Ultrafast electron cooling in an expanding ultracold plasma
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The formation of a super-dense, ultracold plasma in the lab gives plasma physicists uncharted territory to explore.
Plasmas are gases in which the atoms have been stripped of some or all of their electrons. They are formed under extreme conditions such as lighting strikes and in the interiors of stars, making them difficult to investigate in the lab.
Now, six researchers at Universität Hamburg have made an extremely dense, ultracold plasma in the lab. They did this by striking a few thousand ultracold atoms of the metal rubidium with an extremely short laser pulse.
The physicists used to system to investigate ultrafast cooling of electrons, observing their temperature plunge from just below 5,000 degrees Celsius to ten degrees above absolute zero in half a microsecond.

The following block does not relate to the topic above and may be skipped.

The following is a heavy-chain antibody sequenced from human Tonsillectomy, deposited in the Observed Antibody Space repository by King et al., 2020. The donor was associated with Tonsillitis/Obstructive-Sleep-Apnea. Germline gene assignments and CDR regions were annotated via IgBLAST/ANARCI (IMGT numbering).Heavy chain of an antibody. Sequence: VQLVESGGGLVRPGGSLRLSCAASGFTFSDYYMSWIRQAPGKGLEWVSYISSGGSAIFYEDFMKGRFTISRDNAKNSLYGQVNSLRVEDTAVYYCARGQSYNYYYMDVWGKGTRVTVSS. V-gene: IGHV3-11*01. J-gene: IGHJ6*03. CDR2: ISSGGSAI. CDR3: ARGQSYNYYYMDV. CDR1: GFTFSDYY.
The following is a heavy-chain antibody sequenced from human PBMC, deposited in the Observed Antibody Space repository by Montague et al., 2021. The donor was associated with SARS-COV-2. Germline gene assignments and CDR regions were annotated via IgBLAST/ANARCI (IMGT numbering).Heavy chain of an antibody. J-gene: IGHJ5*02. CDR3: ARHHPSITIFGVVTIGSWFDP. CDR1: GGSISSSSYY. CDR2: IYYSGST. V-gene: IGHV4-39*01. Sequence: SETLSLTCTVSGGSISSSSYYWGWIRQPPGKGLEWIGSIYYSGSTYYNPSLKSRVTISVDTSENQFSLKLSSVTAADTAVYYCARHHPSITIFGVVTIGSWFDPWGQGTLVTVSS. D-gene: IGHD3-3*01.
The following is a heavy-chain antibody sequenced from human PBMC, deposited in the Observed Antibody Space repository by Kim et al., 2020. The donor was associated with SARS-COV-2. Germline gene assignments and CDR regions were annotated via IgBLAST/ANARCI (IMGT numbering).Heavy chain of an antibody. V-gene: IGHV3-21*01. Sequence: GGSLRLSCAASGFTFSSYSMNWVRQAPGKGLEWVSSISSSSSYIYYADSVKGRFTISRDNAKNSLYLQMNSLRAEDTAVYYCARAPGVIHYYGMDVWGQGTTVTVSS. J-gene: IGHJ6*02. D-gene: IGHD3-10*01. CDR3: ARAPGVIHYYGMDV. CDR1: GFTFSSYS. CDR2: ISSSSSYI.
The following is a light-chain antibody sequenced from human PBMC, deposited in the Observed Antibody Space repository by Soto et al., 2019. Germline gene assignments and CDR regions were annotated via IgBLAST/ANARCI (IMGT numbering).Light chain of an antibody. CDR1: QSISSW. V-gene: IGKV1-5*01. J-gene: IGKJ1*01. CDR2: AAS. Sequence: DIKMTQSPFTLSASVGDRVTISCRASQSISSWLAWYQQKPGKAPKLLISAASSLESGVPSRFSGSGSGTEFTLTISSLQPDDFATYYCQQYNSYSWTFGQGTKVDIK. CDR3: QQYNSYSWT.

The plasma is roughly a million times denser than previous plasmas made from ultracold atoms. As such it opens up unexplored ground in plasma physics and is promising for gaining insights into less accessible plasmas that exist in nature.
- Nature Communications 12, 596 (2021). doi: 10.1038/s41467-020-20815-8
|Cluster of Excellence - Hamburg Center for Ultrafast Imaging (CUI), UHH, Germany||0.50|
|University of Hamburg (UHH), Germany||0.50|